CSU alums ready for hunting season

Waking up before the sun rises to lie in a field of tall grass for hours at a time, while mimicking the sound of ducks and patiently waiting for them to take flight with a shotgun in hand is just one of the many hunting scenarios taking place this fall.

“Hunting — the thrill. My heart races and I give myself a motivational talk. Hiking out 12 miles without people, a place where ATV’s (All Terrain Vehicles) can’t go. I shoot to kill but if that doesn’t work, I shoot them in the head,” said Paul Hladick, a CSU alumni.


“But you hope for a clean kill. I gut and quarter the animal and pull the meat on plastic sled and put the hindquarters in my metal frame pack. Hike out with a couple hundred pounds of meat pulled along.”

From shooting ducks with a shotgun to elks with a bow or rifle, the ways to hunt are endless. The reasons, however, are rooted in sustainability.

“I don’t do it as a sport. I shoot to eat it. I try to be sustainable,” Hladick said. “I don’t believe in ATV’s when hunting. I think there is something to be said about being in nature and total solitude.”

Another reason people are so passionate about hunting is because they like knowing where their meat is coming from.

“I am a harvest hunter. I shoot to eat what I kill,” said Dan Kleinholz, a CSU alumni.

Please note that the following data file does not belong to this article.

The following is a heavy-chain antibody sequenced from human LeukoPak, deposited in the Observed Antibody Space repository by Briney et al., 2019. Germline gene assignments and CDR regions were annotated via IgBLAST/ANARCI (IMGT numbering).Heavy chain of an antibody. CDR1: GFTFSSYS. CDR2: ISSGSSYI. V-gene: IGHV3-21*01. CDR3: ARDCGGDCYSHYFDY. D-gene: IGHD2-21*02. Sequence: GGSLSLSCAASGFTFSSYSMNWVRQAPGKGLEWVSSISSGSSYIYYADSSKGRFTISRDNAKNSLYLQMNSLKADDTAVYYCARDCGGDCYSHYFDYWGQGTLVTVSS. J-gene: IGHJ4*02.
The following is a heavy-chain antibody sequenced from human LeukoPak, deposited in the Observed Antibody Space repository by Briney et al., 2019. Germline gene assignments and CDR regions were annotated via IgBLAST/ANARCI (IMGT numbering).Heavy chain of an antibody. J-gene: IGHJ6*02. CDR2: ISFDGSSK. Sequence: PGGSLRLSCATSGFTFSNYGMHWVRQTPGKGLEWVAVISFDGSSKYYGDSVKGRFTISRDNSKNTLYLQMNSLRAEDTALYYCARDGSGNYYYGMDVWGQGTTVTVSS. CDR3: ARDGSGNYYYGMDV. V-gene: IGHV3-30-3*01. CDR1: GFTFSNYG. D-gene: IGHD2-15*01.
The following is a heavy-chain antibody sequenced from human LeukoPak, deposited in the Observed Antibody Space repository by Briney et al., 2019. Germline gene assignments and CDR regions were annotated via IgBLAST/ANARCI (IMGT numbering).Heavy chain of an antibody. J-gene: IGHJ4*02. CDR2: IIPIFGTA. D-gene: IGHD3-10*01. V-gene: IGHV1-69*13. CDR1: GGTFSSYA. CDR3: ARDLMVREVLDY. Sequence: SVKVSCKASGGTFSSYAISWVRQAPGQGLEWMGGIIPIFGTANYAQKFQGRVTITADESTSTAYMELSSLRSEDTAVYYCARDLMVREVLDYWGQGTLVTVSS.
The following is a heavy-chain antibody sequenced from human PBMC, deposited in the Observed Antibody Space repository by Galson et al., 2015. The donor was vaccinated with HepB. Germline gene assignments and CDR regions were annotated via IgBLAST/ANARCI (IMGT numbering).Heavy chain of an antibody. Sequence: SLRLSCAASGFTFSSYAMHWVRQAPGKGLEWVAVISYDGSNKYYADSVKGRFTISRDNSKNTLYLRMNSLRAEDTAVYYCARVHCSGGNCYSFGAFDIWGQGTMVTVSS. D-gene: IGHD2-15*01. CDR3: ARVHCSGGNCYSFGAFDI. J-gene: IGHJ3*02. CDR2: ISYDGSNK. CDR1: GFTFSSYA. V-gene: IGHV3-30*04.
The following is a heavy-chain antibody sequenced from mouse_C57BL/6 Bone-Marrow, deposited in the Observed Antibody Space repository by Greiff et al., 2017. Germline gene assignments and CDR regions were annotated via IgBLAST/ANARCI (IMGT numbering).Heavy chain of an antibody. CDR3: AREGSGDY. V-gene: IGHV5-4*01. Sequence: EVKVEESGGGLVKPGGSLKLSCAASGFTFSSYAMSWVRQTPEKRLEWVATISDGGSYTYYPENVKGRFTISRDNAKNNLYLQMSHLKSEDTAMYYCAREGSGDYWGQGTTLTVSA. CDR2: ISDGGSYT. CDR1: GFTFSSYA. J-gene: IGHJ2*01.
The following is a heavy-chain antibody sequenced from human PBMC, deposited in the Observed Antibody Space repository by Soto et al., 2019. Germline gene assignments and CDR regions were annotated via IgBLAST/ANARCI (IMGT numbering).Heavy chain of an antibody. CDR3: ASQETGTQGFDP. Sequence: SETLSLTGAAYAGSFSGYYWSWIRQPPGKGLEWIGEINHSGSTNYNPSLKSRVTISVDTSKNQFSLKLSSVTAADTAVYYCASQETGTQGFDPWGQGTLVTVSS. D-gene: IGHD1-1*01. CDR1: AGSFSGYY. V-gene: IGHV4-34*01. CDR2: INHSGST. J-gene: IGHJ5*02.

The Colorado Division of Wildlife (DOW) is in charge of regulating hunting, which works to maintain sustainable and ethical hunting practices.

“All hunting is population control. They give out a certain number of tags,” Kleinholz said, referring to the licenses the DOW provides, which regulate the number of deaths for a given animal species.

The division must also keep tabs on poaching in Colorado through a point system, similar to the one in place to regulate driving. If one accumulates enough points, they are sidelined from hunting for a certain number of years.

“Being an agriculture school, I would say that 60 percent of people hunt here. A lot of people grew up on farms,” said Dan Hughes, a CSU graduate. “I grew up in a large hunting based community. I was a little kid when I would go out with my dad.”

Kleinholz added, “To be an ethical hunter: one shot, one kill.”